View From the Cab

Feelin' Hot, Hot, Hot

DECATUR, Ill. (DTN) -- The heat is on and those with field activities to accomplish have been extremely grateful for air-conditioned cabs this week.

"It's been like a blast furnace here," said Kyle Krier, of Claflin, Kansas. "Triple-digit temps and 30-mile-per-hour winds. Did I mention it's been hot? Being outside has been slightly less than enjoyable."

The stinging heat was taking a toll on central Kansas crops, too. Dryland corn was starting to look a bit tough, Krier noted. Dryland soybeans were also starting to shrivel. Milo, planted slightly later, was hanging tough.

The 1.3 to 1.5 inches of rainfall that fell on Krier's fields this week were more than welcome -- those drops were critically timed.

Genny Haun was also seeking a bit of shade when we checked in with her on Monday, but she gave a general thumbs up to overall crop conditions in the Kenton, Ohio, area. Haun and Krier report in each week from their respective states as part of DTN's View From the Cab series.

Here's what has been happening in their parts of the farm world this week:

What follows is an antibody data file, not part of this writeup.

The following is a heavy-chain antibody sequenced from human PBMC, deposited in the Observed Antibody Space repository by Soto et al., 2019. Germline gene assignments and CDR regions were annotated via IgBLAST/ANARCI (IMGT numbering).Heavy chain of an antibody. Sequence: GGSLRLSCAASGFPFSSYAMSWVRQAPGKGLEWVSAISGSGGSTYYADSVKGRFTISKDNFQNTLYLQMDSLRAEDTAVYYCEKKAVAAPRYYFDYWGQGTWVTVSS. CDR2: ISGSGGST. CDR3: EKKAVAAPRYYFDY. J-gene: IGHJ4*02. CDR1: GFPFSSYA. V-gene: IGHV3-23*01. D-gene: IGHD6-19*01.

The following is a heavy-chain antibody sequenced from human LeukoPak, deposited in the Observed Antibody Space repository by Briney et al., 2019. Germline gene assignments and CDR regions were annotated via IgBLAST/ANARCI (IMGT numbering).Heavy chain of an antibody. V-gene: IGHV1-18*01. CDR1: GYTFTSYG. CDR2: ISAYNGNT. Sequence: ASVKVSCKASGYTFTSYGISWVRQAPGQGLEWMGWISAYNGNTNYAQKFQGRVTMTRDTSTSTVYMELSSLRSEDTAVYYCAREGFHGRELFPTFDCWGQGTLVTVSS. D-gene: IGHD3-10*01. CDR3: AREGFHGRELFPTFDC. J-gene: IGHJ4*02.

Krier couldn't be gluten-free if he tried (nor does he want to be). The Kansas farmer has been knee deep in wheat harvest all week. As for the number of sandwiches he's downed during long hours in the combine cab -- well, surely all that bread should help the sagging wheat market, he opined.

Krier expected to finish up his harvest by the end of the week. "Some fields were a bit off what we expected, but we also had some positive surprises yield-wise," he said.

Overall, he estimated yields were coming in 10% to 30% above expectations for his farm. In May, the Wheat Quality Council's winter wheat tour made a stop in one of Krier's fields. They set yield potential at 46.5 bushels per acre (bpa) at that time in that field. While he hasn't done the final yield tallies, he thought it would yield about 9 bpa better than the tour estimate.

His region of central Kansas has been more fortunate weather-wise than some other parts of the state, but even where he farms, the wheat crop has been through many ups-and-downs this growing season. His "surprising" yields are testimony to the resiliency of the crop.

"We are definitely seeing some varietal differences this year with regard to yield," he noted. "But timing of planting seems to be the biggest factor in yield. We got a big fall rain and fields planted too soon after that rain struggled."

He said those early-planted fields didn't tiller as well and thinks there was some sidewall compaction from carts following behind the air seeder. "We had a little hairpinning on some of our continuous wheat because we didn't let the straw dry out enough. Looking back, I wish we would have had about 48 hours of patience. Had we waited to seed, a couple of those fields might have made another 5 to 15 bushel per acre," he said.

It was all hands on deck this week. Both combines were rolling. Straw was being baled. One grain cart was zipping back and forth, and three truck drivers were helping keep the grain flowing to local elevators.